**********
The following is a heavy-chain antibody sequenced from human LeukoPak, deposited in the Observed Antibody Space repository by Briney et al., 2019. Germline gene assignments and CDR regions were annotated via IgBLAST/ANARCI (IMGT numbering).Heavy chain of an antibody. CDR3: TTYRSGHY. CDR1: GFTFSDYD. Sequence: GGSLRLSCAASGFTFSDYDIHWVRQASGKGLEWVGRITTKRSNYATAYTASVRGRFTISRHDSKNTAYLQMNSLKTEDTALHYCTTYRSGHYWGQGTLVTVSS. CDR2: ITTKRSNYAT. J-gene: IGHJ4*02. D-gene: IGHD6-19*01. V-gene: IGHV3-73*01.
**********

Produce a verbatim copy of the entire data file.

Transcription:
The following is a heavy-chain antibody sequenced from human LeukoPak, deposited in the Observed Antibody Space repository by Briney et al., 2019. Germline gene assignments and CDR regions were annotated via IgBLAST/ANARCI (IMGT numbering).Heavy chain of an antibody. CDR3: TTYRSGHY. CDR1: GFTFSDYD. Sequence: GGSLRLSCAASGFTFSDYDIHWVRQASGKGLEWVGRITTKRSNYATAYTASVRGRFTISRHDSKNTAYLQMNSLKTEDTALHYCTTYRSGHYWGQGTLVTVSS. CDR2: ITTKRSNYAT. J-gene: IGHJ4*02. D-gene: IGHD6-19*01. V-gene: IGHV3-73*01.